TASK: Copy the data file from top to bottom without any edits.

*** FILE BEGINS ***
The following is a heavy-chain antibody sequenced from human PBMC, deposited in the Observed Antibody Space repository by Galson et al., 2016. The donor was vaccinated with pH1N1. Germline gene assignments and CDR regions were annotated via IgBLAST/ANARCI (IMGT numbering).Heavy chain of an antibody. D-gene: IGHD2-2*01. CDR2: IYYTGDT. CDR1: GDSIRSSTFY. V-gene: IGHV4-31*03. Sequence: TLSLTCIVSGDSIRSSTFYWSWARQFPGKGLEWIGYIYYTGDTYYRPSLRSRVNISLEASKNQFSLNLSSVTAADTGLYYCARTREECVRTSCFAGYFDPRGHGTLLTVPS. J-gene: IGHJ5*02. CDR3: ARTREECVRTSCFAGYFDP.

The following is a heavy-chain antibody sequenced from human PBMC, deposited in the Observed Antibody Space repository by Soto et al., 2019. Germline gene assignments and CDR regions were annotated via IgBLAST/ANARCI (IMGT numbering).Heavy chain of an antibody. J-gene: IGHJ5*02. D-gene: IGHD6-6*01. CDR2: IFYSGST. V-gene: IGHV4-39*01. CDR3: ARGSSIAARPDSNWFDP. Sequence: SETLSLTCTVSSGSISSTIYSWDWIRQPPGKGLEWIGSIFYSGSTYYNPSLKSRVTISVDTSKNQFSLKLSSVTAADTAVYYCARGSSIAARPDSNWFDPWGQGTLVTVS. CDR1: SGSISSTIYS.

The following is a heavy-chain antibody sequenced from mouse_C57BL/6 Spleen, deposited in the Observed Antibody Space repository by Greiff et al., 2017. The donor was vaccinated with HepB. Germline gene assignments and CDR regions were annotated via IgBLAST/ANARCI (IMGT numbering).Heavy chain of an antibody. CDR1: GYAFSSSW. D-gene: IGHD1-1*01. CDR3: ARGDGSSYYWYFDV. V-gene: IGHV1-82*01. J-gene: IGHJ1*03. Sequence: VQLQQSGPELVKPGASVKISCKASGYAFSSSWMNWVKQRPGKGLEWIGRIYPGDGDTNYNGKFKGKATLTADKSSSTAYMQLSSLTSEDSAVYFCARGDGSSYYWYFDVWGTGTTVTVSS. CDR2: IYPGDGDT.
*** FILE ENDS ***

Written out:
The following is a heavy-chain antibody sequenced from human PBMC, deposited in the Observed Antibody Space repository by Galson et al., 2016. The donor was vaccinated with pH1N1. Germline gene assignments and CDR regions were annotated via IgBLAST/ANARCI (IMGT numbering).Heavy chain of an antibody. D-gene: IGHD2-2*01. CDR2: IYYTGDT. CDR1: GDSIRSSTFY. V-gene: IGHV4-31*03. Sequence: TLSLTCIVSGDSIRSSTFYWSWARQFPGKGLEWIGYIYYTGDTYYRPSLRSRVNISLEASKNQFSLNLSSVTAADTGLYYCARTREECVRTSCFAGYFDPRGHGTLLTVPS. J-gene: IGHJ5*02. CDR3: ARTREECVRTSCFAGYFDP.

The following is a heavy-chain antibody sequenced from human PBMC, deposited in the Observed Antibody Space repository by Soto et al., 2019. Germline gene assignments and CDR regions were annotated via IgBLAST/ANARCI (IMGT numbering).Heavy chain of an antibody. J-gene: IGHJ5*02. D-gene: IGHD6-6*01. CDR2: IFYSGST. V-gene: IGHV4-39*01. CDR3: ARGSSIAARPDSNWFDP. Sequence: SETLSLTCTVSSGSISSTIYSWDWIRQPPGKGLEWIGSIFYSGSTYYNPSLKSRVTISVDTSKNQFSLKLSSVTAADTAVYYCARGSSIAARPDSNWFDPWGQGTLVTVS. CDR1: SGSISSTIYS.

The following is a heavy-chain antibody sequenced from mouse_C57BL/6 Spleen, deposited in the Observed Antibody Space repository by Greiff et al., 2017. The donor was vaccinated with HepB. Germline gene assignments and CDR regions were annotated via IgBLAST/ANARCI (IMGT numbering).Heavy chain of an antibody. CDR1: GYAFSSSW. D-gene: IGHD1-1*01. CDR3: ARGDGSSYYWYFDV. V-gene: IGHV1-82*01. J-gene: IGHJ1*03. Sequence: VQLQQSGPELVKPGASVKISCKASGYAFSSSWMNWVKQRPGKGLEWIGRIYPGDGDTNYNGKFKGKATLTADKSSSTAYMQLSSLTSEDSAVYFCARGDGSSYYWYFDVWGTGTTVTVSS. CDR2: IYPGDGDT.